The initiative of the European Commission aims to support innovation and fair competition by creating a framework for the issuance and provision of services related to crypto-assets. The Commission believes that where crypto-assets are not covered by the financial regulation of the European Union, the absence of applicable rules to services related to such assets leaves consumers and investors exposed to substantial risks. It aims to ensure a high level of consumer and investor protection as well as market integrity in the crypto-asset markets, and to address financial stability and monetary policy risks that could arise from the wide use of crypto-assets in financial markets.
In addition, the fact that some Member States have adopted national regulations for crypto-assets leads to regulatory fragmentation, which distorts competition in the single market, makes it more difficult for crypto-asset service providers to scale up their activities cross-border and gives rise to regulatory arbitrage. Thus, the Commission published the Proposal for a Regulation of the European Parliament and of the Council on Markets in Crypto-Assets and amending Directive (EU) 2019/1937 (MiCA) on 24 September 2020, and the Council adopted its position on the proposal on 24 November 2021. The MiCA forms part of a broader package of measures coming under the Commission's Digital Finance Strategy1.
The scope of the MiCA
The MiCA will not apply to crypto-assets that qualify as (a) financial instruments, (b) electronic money, (c) deposits, (d) structured deposits, and (e) securitisation. The MiCA considers that crypto-assets that qualify as financial instruments are already subject to the Markets in Financial Instruments Directive (MiFID) and that crypto-assets that constitute e-money under the existing Electronic Money Directive (EMD) definition fall within the EMD and the second Payment Services Directive (PSD2). These crypto-assets would not be subject to the MiCA.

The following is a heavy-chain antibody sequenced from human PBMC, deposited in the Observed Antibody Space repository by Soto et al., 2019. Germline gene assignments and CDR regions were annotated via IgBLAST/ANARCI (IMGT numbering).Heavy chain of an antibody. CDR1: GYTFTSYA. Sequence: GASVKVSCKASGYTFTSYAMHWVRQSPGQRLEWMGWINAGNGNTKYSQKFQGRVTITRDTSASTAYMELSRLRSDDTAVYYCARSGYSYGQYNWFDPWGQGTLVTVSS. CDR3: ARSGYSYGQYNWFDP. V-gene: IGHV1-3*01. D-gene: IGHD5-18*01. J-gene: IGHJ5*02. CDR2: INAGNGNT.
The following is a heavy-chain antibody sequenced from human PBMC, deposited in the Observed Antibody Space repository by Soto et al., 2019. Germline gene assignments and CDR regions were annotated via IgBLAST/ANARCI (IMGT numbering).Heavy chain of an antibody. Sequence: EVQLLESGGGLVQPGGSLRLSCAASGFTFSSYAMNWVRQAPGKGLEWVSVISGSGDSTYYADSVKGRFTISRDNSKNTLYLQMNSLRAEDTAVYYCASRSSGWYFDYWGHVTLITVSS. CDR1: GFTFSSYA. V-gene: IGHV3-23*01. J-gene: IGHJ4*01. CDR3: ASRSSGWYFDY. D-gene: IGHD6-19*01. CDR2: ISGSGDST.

Under the MiCA, "crypto-asset" means a digital representation of value or rights that may be transferred and stored electronically, using distributed ledger or similar technology. The MiCA defines three types of crypto-assets:
- asset-referenced token, which purports to maintain a stable value by referring to the value of several fiat currencies that are legal tender, one or several commodities or one or several crypto-assets, or a combination of such assets;
- electronic money token, which is meant to be used as a means of exchange and that purports to maintain a stable value by referring to the value of a fiat currency that is legal tender; and
- utility token, which is intended to provide digital access to a good or service, available on distributed ledger technology (DLT), and is only accepted by the issuer of that token.